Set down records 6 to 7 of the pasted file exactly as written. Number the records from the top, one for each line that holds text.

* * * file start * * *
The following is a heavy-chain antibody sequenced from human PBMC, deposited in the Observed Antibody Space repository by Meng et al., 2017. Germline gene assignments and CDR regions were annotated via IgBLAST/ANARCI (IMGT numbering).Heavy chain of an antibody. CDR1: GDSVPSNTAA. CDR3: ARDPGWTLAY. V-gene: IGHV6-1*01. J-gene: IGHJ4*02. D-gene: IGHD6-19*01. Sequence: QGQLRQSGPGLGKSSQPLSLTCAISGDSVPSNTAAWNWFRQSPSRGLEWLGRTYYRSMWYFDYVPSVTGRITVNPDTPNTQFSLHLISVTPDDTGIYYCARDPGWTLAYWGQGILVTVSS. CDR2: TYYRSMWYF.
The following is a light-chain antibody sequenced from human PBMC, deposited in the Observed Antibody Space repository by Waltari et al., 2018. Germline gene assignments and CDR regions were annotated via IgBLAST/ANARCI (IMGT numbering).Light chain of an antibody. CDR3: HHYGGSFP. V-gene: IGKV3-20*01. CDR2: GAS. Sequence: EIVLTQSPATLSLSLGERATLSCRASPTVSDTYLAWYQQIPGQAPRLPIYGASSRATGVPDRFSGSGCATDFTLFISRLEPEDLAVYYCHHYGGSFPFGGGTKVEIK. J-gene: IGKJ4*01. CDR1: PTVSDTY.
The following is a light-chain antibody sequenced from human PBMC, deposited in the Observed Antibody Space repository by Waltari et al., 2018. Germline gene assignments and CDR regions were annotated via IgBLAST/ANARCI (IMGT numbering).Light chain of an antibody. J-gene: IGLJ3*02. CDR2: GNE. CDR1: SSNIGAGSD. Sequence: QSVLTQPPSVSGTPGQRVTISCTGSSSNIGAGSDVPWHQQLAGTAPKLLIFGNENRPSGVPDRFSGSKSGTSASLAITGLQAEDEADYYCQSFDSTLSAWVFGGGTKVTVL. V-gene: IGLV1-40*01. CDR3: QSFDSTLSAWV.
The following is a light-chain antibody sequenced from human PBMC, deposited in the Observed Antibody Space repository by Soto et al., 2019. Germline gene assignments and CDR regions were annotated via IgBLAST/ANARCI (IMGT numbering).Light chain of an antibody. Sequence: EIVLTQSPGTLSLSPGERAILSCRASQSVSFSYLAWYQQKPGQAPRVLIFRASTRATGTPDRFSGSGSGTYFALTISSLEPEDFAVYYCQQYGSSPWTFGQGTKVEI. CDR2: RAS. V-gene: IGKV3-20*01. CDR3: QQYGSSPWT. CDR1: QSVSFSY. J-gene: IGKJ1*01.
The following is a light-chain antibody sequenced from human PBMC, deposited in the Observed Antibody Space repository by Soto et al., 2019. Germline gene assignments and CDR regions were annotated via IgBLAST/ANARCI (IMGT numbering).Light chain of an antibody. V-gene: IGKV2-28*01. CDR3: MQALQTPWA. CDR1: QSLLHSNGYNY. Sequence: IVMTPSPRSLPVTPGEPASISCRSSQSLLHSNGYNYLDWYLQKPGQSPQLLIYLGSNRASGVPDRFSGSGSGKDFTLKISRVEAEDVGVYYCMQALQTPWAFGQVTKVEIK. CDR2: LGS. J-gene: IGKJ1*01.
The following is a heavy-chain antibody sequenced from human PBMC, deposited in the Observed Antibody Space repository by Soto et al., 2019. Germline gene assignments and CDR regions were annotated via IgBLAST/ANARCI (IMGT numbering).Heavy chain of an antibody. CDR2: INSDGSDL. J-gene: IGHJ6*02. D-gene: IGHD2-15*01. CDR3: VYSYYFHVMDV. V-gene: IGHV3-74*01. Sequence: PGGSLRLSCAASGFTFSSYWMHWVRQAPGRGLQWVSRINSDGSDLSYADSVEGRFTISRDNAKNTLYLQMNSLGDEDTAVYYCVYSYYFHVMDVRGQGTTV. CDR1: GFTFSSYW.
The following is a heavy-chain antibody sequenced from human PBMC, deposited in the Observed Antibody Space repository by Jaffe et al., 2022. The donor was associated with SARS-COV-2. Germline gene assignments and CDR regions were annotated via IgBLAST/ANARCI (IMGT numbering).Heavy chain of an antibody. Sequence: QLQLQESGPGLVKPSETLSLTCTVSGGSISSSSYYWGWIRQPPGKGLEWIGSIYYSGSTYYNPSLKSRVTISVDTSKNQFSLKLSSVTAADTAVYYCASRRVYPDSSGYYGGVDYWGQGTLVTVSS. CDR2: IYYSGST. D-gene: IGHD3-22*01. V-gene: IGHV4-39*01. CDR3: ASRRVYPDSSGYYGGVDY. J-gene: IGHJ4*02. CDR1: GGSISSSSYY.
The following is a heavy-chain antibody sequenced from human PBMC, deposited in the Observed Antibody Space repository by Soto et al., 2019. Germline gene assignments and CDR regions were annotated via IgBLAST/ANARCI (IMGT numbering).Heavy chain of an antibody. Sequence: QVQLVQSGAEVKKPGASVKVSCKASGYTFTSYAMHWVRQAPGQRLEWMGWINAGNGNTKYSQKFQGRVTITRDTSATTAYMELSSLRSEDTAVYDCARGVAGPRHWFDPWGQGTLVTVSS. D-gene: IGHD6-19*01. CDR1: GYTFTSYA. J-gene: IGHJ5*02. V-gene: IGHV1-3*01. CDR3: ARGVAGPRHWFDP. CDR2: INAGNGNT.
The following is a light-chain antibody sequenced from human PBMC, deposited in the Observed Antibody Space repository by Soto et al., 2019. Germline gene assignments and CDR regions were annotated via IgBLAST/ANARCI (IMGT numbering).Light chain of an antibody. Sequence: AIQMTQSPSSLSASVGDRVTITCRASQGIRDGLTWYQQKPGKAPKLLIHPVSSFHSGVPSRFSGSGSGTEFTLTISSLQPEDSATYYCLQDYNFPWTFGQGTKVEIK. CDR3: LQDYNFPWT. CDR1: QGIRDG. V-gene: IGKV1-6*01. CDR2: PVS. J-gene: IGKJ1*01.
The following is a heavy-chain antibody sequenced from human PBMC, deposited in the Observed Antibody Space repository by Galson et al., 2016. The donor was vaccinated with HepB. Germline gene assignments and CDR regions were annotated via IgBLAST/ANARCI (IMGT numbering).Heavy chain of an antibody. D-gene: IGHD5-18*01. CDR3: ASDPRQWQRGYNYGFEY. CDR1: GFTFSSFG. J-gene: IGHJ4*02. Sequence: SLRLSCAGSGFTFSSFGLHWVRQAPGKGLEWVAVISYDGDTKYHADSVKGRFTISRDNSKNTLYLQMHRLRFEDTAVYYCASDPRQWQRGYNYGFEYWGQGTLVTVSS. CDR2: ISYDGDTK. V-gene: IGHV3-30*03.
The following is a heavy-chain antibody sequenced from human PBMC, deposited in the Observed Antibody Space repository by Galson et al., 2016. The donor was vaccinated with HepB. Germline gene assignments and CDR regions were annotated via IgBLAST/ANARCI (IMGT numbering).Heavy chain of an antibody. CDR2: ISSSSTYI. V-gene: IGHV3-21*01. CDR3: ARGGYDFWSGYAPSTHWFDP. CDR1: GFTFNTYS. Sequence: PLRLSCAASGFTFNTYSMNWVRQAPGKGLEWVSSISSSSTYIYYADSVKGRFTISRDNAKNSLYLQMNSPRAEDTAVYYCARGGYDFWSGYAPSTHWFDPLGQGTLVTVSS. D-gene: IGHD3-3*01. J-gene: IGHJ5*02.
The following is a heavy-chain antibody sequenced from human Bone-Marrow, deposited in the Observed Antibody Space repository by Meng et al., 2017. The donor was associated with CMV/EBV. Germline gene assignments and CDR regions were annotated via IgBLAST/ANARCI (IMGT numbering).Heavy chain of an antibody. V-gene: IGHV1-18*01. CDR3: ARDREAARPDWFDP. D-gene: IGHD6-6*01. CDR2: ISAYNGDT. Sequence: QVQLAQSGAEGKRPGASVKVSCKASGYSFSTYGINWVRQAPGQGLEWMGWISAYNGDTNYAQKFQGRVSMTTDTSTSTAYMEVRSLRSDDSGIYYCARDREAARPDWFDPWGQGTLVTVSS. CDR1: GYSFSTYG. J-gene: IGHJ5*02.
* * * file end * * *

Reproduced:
The following is a heavy-chain antibody sequenced from human PBMC, deposited in the Observed Antibody Space repository by Soto et al., 2019. Germline gene assignments and CDR regions were annotated via IgBLAST/ANARCI (IMGT numbering).Heavy chain of an antibody. CDR2: INSDGSDL. J-gene: IGHJ6*02. D-gene: IGHD2-15*01. CDR3: VYSYYFHVMDV. V-gene: IGHV3-74*01. Sequence: PGGSLRLSCAASGFTFSSYWMHWVRQAPGRGLQWVSRINSDGSDLSYADSVEGRFTISRDNAKNTLYLQMNSLGDEDTAVYYCVYSYYFHVMDVRGQGTTV. CDR1: GFTFSSYW.
The following is a heavy-chain antibody sequenced from human PBMC, deposited in the Observed Antibody Space repository by Jaffe et al., 2022. The donor was associated with SARS-COV-2. Germline gene assignments and CDR regions were annotated via IgBLAST/ANARCI (IMGT numbering).Heavy chain of an antibody. Sequence: QLQLQESGPGLVKPSETLSLTCTVSGGSISSSSYYWGWIRQPPGKGLEWIGSIYYSGSTYYNPSLKSRVTISVDTSKNQFSLKLSSVTAADTAVYYCASRRVYPDSSGYYGGVDYWGQGTLVTVSS. CDR2: IYYSGST. D-gene: IGHD3-22*01. V-gene: IGHV4-39*01. CDR3: ASRRVYPDSSGYYGGVDY. J-gene: IGHJ4*02. CDR1: GGSISSSSYY.